Tunisian president names ally as new interior minister | News
Former Tunis governor Kamal Feki was given the post, days after mass opposition protests took place in the country.
Tunisian President Kais Saied has named Kamal Feki as his new interior minister, hours after Taoufik Charfeddine resigned from the post amid a crackdown on prominent opposition figures.
Saied issued two decrees on Friday, the first removing Charfeddine and a second appointing Feki, the former governor of Tunis, as head of the Ministry of Interior, the presidency said in a press release overnight.
Feki, one of Saied’s staunchest supporters, refused to grant a protest permit to the opposition Salvation Front coalition, saying that its leaders were involved in plotting against state security. However, the Interior Ministry allowed them to protest.
A former lawyer, Charfeddine was a key figure in the election campaign that propelled the previously little-known Saied to the presidency in 2019.
He was seen as one of the closest Tunisian officials to the president but had in recent months appeared less frequently in public.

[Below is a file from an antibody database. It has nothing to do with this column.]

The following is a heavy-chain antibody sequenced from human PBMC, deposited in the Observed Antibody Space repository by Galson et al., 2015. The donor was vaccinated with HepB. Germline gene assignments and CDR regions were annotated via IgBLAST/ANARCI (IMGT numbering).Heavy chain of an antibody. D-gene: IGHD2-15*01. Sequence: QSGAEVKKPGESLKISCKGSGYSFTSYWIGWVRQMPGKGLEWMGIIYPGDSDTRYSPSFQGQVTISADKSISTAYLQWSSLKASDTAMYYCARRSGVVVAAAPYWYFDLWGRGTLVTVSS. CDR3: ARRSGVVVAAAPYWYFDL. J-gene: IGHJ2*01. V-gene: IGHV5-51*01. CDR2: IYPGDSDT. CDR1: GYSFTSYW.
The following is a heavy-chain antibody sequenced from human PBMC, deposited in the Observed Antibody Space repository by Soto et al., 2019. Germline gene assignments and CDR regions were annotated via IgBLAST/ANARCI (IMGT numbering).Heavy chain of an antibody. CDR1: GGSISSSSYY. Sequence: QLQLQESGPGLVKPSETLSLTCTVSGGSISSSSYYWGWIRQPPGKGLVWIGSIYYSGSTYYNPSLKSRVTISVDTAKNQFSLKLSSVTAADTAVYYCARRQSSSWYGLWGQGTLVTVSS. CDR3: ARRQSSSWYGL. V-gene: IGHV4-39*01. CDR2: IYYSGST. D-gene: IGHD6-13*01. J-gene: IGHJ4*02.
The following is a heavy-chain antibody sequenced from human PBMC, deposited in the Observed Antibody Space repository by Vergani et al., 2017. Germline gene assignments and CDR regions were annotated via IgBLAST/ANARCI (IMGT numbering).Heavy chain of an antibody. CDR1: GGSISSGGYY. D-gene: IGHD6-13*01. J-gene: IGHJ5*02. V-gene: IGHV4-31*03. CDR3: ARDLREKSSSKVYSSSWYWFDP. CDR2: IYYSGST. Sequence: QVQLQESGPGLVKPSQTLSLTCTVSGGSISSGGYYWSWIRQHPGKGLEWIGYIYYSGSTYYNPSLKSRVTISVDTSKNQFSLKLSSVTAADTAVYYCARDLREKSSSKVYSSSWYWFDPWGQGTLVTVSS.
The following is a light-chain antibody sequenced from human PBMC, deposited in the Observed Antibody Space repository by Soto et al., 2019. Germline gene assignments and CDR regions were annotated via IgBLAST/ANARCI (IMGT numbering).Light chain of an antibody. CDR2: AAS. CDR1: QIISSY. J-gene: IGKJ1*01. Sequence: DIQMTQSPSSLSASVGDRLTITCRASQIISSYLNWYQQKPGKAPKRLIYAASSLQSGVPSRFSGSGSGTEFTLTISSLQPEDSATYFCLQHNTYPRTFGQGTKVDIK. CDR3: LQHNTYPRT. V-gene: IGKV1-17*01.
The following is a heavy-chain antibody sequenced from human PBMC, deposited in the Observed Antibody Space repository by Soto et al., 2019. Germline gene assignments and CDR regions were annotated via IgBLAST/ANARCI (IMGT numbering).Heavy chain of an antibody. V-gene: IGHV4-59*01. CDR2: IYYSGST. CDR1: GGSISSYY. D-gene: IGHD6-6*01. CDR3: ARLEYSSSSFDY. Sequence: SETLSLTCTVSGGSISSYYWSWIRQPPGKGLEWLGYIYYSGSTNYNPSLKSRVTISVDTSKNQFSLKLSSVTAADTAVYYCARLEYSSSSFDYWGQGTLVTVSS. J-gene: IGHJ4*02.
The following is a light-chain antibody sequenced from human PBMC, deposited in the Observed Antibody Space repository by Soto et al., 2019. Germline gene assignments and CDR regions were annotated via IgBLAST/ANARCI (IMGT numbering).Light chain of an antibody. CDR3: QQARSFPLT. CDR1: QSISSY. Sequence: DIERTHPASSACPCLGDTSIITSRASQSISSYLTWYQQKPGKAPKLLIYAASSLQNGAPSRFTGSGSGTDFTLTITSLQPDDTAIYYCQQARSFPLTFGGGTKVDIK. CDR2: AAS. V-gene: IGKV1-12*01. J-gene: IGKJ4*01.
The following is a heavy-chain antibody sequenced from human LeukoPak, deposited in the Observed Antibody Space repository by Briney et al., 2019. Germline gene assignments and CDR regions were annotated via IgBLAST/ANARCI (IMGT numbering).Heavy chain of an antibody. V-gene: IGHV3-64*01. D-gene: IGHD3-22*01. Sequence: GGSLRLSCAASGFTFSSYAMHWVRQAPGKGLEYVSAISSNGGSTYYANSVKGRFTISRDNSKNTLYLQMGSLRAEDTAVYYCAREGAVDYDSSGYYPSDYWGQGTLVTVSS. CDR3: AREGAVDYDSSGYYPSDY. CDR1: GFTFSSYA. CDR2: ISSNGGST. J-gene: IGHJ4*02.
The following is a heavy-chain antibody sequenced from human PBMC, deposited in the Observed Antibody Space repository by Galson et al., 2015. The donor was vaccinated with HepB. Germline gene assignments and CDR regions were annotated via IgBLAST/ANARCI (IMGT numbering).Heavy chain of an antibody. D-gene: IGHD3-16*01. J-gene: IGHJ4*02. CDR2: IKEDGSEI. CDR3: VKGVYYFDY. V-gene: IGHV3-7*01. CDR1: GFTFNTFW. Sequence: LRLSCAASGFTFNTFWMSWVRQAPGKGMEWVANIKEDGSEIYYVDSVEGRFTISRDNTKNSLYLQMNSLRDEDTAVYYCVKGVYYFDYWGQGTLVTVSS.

Speaking to reporters in comments broadcast on local media, Charfeddine referred to the death of his wife last year and his need to look after his children.
Saied has taken increasing control over security forces since July 2021 when he dismissed the government of the country’s former prime minister Hichem Mechichi. Saied shut down the parliament and moved to rule by decree before writing a new constitution that he passed last year.
Charfeddine had also served as interior minister under Mechichi, who sacked him in January 2021 as relations between the president and prime minister broke down. Saied reappointed him after dismissing Mechichi and seizing most powers.
Over recent weeks, Tunisian authorities have arrested prominent opposition figures who accuse Saied of a coup, charging them with conspiring against state security.
Police have also carried out a crackdown on African refugees lacking residence permits, with rights groups accusing them of detaining hundreds and turning a blind eye to racist attacks.
Last month, Charfeddine was at Saied’s side as Tunisia faced an international outcry over a tirade by the president against illegal refugees from sub-Saharan Africa.
“There is no question of allowing anyone in an illegal situation to stay in Tunisia,” the president said in one of his videotaped meetings with the minister.
“I will not allow the institutions of the state to be undermined or the demographic composition of Tunisia to be changed.”